Irish drug company signs research deal with Texas university

Inflection Biosciences working on new way to block spread of cancer cells in patients

The collaboration between Inflection Biosciences and the University of Texas Cancer Center  aims to explore the effects of the company’s pipeline of potential cancer treatments in head and neck cancer.

The collaboration between Inflection Biosciences and the University of Texas Cancer Center aims to explore the effects of the company’s pipeline of potential cancer treatments in head and neck cancer.

 

Dublin drug development company Inflection Biosciences has signed a research deal with the University of Texas Cancer Center (MD Anderson).

The start-up is working on a new approach to blocking the spread of cancer cells in patients.

The collaboration aims to explore the effects of the company’s pipeline of potential cancer treatments in head and neck cancer.

The research will be carried out at the Texas facility by Prof Xiuning Le and Prof Maura Gillison, who is a leading expert on HPV and oral cancer. Her work points to a crucial role for PIM and PI3K in the origin and development of certain head and neck cancers.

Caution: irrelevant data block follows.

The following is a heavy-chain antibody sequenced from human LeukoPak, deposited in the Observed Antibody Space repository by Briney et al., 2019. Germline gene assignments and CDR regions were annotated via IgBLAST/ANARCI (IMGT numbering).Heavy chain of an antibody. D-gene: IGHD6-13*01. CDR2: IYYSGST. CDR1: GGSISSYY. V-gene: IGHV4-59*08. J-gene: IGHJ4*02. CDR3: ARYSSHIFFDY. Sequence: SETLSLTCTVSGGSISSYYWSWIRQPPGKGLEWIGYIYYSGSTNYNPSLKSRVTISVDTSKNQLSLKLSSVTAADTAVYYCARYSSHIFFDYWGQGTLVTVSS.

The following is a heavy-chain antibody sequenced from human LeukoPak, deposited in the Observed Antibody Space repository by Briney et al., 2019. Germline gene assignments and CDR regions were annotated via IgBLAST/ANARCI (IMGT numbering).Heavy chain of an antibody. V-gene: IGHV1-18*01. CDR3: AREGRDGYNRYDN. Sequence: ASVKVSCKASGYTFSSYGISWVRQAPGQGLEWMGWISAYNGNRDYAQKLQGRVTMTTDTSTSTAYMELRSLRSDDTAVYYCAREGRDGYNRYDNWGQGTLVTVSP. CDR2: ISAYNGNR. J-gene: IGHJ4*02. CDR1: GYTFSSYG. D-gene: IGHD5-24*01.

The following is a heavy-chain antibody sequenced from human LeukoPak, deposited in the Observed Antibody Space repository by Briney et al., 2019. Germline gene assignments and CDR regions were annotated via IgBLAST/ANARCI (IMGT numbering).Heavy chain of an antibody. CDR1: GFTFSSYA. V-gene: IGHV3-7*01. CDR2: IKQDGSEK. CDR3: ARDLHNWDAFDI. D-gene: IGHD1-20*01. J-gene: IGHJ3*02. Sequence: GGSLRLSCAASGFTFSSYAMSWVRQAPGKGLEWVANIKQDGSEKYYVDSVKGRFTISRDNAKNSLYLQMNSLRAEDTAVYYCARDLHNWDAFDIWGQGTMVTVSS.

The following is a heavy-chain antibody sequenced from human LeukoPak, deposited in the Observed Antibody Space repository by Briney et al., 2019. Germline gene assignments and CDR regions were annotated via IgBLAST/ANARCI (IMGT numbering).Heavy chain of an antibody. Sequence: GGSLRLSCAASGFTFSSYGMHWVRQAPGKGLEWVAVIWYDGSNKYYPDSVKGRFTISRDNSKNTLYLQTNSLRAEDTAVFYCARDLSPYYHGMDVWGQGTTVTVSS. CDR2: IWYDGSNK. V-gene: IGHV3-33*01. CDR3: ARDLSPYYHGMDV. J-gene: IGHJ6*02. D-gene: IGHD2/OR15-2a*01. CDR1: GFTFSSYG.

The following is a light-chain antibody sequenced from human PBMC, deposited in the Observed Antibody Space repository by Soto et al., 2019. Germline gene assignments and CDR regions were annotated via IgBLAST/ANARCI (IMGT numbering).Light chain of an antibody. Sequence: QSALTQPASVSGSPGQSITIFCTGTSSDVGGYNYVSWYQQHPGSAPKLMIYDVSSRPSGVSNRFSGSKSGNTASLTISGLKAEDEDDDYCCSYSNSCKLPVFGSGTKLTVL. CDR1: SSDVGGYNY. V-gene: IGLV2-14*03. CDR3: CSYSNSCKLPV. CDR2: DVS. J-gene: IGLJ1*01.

Inflection’s lead drug is designed to stop cancer spreading through the PI3K pathway and also via a gene known as the PIM2 kinase, which is now thought to be a regular back-up pathway for cancer cells when PI3K is blocked. A number of existing drugs target PI3K, but none as yet inhibits both it and PIM2.

“The team involved in this research are leaders in the field of head and neck cancer research and will enhance our understanding of the potential for our treatments in cancer patients,” said Dr Michael O’Neill, director of research and development at Inflection Biosciences.

Head and neck cancers are a difficult to treat group of cancers responsible for more than 300,000 deaths worldwide each year.

Inflection is also studying the potential for its drug in tackling aggressive, treatment-resistant beast cancer.